Opening statement: Ted Olson
This case is about marriage and equality. Plaintiffs are being denied the right to marry, described by SCOTUS as one of the most vital personal rights pursuant to the right to the pursuit of happiness, intimate choice, expression of emotional support, the exercise of spiritual unity, the highest expression of self. It is the most important right in our society.
Walker: Does this apply to the state’s licensing of marriage?
Olson: Not sure I understand the import of the question. If there is a right to marry in the Constitution….
Walker: Does that right presume that the state has a DUTY to issue marriage licenses?
Olson: Certainly appropriate there might be aspects of the marriage that the state wants to regulate: age, residency — which don’t concern us here. SCOTUS has talked about the licensing being the state’s way of implementing the right to marry.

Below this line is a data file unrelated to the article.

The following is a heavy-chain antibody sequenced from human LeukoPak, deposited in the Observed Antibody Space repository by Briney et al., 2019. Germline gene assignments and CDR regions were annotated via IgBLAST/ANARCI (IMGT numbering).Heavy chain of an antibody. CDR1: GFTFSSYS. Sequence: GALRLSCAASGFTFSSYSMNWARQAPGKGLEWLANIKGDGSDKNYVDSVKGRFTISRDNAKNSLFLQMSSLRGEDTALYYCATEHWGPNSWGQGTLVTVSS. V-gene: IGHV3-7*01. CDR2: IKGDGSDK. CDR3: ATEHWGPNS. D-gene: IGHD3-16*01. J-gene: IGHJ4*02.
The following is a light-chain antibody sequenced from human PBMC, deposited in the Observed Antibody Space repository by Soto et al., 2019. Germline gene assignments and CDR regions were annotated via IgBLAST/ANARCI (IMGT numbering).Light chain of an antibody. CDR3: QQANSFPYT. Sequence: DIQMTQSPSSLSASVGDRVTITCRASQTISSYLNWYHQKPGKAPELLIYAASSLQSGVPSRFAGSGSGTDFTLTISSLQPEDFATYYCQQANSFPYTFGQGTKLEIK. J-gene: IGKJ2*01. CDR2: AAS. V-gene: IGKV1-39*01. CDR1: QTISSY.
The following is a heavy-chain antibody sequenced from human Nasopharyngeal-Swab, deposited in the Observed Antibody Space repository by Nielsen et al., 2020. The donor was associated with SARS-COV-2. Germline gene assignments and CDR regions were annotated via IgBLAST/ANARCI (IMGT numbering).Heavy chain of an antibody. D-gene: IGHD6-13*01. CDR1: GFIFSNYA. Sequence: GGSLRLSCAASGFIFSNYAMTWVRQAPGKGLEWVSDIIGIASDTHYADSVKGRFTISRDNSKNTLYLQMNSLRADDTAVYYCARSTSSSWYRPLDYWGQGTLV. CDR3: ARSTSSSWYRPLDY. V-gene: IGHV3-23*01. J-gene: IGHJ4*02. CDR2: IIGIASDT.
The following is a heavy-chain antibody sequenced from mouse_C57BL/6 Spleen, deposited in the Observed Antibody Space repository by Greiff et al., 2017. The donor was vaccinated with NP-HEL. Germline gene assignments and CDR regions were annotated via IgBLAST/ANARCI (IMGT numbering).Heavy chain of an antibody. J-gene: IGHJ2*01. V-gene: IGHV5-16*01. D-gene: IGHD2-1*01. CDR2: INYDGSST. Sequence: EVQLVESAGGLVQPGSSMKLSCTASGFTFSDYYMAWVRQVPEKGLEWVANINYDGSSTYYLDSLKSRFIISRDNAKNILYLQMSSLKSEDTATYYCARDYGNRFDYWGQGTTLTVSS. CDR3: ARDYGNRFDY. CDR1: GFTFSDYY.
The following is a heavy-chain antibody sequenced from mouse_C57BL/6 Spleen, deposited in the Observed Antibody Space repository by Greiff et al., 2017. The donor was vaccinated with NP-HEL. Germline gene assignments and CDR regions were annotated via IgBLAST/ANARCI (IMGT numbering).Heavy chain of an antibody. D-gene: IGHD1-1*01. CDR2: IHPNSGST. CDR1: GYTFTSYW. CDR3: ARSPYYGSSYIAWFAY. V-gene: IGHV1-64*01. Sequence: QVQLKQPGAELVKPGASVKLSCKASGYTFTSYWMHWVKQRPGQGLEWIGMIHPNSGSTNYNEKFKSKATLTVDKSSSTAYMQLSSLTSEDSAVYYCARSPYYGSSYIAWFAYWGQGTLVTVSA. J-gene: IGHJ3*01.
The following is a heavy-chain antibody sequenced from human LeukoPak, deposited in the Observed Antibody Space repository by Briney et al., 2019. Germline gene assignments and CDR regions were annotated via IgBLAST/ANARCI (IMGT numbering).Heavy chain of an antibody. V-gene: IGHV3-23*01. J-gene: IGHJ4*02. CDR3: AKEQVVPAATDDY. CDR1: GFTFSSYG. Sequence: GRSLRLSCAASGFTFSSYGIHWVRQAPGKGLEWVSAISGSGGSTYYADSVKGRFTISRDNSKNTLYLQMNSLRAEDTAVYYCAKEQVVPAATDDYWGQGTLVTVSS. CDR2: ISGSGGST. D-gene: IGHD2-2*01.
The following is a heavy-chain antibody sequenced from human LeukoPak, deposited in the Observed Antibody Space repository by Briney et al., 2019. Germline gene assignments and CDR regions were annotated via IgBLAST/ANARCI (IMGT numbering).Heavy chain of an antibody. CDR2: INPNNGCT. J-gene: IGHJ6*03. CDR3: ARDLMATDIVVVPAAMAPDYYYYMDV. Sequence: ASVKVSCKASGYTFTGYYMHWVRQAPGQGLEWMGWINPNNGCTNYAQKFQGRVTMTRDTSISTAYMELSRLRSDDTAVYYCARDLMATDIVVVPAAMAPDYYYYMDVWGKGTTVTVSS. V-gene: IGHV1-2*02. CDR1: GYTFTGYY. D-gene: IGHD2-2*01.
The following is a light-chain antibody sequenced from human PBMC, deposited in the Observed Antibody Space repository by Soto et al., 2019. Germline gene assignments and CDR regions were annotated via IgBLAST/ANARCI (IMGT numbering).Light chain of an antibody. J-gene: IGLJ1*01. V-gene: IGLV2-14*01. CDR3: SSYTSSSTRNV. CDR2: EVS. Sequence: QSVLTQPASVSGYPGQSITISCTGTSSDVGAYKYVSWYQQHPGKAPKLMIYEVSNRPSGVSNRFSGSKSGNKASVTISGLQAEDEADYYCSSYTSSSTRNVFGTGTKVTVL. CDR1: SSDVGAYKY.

Olson: Marriage promotes economic, mental, physical strength. It is the building block of our society.
Olson: Prop 8 ended this dream for thousands of California citizens, even though the SCOCA had defined marriage as a fundamental right, then voters slammed the door.
Olson: The plaintiffs are two LOVING COUPLES in deeply committed, longstanding, intimate relationships.
Walker: Are the plaintiffs not registered domestic partners?
Olson: We will present them and they will tell you.
Walker: What disability do they operate under b/c they can’t marry? Are these differences of a legal nature? Is this a product of state action or of society?
Olson: What the state has done is sanctioned and labeled a formal relationship called domestic partnership which has nothing to do with love. The other relationship, marriage, is now reserved for opposite sex couples. CA has put people into categories.
Walker: Does Prop 8 classify people?
Olson: Yes, it does. There are now FOUR categories of Californians, and that matters a great deal.
Olson: Domestic partnerships are lesser and not the same as marriage.
Created: Jan 14, 2010Document Media